Greetings from Osaka!
I still can't believe I'm back in Japan.
I'm currently at Kansai International Airport. (Yeah, I missed the bus. Whatever. Gave me chance to change into shorts and flip-flops. Oh, and I got some green tea from a vending machine. A vending machine!! Heavenly!) The last time I was here was exactly 2 years ago, down to the minute. Needless to say, I'm in a much better mood this time.
I'm using one of the computers they have here. 10 minutes for ￥100 (around a dollar, although I'm afraid to check the actual exchange rate). Take that, AT&T!
I typed a few posts on my laptop during the flight (after finally getting some sleep) and could upload them on the wireless they have available here (same price) but, by the time I figure out how to use it, I'll have missed another bus. I'll post them later.
I will say that I somehow managed to get a 2-seat section to myself. Made for a great flight and gave me some much-needed rest.
Anyway, first impressions on being back:
When we landed, the American stewardess gave the usual speal. "Welcome to Osaka... Thanks for choosing United... Glad none of you were terrorists." What surprised me was how the Japanese stewardess gave the same speech. I couldn't catch all of it (my already rusty Japanese is even rustier), but she used "taihen" and "ostsukaresama deshita" which means she started off by saying something like "We realize that this flight has been difficult but we thank you for your hard work and exhaustion!"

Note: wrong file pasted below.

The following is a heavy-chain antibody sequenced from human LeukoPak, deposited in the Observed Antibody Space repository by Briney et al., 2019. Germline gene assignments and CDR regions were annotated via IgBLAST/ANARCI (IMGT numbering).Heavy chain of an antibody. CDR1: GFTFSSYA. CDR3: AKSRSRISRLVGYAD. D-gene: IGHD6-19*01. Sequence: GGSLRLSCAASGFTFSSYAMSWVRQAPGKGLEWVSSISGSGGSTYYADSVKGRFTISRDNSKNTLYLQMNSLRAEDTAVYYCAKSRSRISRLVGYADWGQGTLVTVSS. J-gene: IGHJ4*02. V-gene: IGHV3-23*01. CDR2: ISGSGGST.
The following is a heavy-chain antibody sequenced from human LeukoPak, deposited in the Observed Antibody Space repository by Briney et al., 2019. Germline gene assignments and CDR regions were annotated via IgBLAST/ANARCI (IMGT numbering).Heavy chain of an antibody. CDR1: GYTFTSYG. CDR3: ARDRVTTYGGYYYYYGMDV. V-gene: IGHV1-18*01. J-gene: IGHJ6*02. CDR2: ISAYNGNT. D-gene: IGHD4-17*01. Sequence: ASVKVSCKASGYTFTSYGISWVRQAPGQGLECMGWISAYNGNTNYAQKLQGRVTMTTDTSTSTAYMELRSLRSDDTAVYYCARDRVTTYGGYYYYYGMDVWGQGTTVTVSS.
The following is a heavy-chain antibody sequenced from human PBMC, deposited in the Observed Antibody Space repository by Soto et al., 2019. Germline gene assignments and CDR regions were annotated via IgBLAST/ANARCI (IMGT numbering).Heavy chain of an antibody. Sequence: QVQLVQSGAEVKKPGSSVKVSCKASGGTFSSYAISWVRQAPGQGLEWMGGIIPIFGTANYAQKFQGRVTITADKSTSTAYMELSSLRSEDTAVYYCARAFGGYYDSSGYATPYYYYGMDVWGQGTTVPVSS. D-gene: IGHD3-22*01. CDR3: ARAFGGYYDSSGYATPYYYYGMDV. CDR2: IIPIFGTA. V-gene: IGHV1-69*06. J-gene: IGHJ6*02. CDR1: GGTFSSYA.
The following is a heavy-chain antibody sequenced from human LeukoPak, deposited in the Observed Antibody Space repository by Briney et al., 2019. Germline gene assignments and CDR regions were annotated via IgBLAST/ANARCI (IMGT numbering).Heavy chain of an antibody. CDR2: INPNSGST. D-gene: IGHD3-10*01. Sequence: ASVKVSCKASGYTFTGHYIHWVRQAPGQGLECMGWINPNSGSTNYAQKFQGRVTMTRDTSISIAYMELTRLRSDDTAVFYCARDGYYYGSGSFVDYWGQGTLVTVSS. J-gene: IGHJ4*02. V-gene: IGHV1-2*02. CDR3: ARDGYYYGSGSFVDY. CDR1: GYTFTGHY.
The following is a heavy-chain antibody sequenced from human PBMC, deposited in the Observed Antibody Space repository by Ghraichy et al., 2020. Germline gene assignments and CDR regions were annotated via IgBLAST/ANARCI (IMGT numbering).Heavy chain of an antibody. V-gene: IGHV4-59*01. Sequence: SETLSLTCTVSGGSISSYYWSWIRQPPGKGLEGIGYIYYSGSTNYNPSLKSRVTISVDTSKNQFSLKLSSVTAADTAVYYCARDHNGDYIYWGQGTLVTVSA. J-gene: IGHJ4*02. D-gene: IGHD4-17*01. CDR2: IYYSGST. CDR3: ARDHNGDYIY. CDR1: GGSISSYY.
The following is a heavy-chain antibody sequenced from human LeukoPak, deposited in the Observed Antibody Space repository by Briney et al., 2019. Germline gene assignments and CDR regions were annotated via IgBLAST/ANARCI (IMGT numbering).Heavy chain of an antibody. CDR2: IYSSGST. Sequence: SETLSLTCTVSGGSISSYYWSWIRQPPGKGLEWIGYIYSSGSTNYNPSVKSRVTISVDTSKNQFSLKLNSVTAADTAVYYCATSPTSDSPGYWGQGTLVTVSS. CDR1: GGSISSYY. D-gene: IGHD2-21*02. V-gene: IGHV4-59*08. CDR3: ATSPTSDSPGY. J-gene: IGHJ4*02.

You'll notice a slight difference in tone.
Another amazing thing: when the plane stopped, nobody unbuckled their seatbelts until the sign was lit. Remarkable.
I was fairly giddy during the walk to immigration as I kept being reminded of all of the little differences.
"Hey! The clock says '15:14'! Military time!"
"Red triangles in the windows! That's for firemen!"
"Christ, I'm TALL!"
My thrill was slightly dampened when I arrived at immigration. It seems that, in the 2 years I've been gone, some good, old-fashioned American paranoia has made its way out East. I was greeted by a big yellow banner with red letters saying:
"Strict Inspections being carried out for the prevention of terrorism".
Then, for the very first time, I was fingerprinted and had my picture taken. Strange. (Even weirder was that the computer they used had Windows-themed wallpaper.)
But, once I got through, I was back on Cloud 9.
"Everything is so clean! I don't have to pay for luggage carts! Such polite announcements!"
Even better, in the 20 minutes it took me to get through customs, I was noticably eyed-up by at least 3 really attractive Japanese women.
It's going to be a great month.